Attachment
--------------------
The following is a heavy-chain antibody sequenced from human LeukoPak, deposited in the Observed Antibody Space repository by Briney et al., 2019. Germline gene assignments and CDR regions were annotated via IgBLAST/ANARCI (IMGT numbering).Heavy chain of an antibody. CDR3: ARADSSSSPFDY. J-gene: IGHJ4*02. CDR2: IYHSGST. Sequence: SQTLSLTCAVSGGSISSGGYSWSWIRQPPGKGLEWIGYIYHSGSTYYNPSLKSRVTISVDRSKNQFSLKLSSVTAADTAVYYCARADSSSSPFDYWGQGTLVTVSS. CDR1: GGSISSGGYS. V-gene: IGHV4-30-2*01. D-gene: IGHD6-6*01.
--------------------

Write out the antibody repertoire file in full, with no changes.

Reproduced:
The following is a heavy-chain antibody sequenced from human LeukoPak, deposited in the Observed Antibody Space repository by Briney et al., 2019. Germline gene assignments and CDR regions were annotated via IgBLAST/ANARCI (IMGT numbering).Heavy chain of an antibody. CDR3: ARADSSSSPFDY. J-gene: IGHJ4*02. CDR2: IYHSGST. Sequence: SQTLSLTCAVSGGSISSGGYSWSWIRQPPGKGLEWIGYIYHSGSTYYNPSLKSRVTISVDRSKNQFSLKLSSVTAADTAVYYCARADSSSSPFDYWGQGTLVTVSS. CDR1: GGSISSGGYS. V-gene: IGHV4-30-2*01. D-gene: IGHD6-6*01.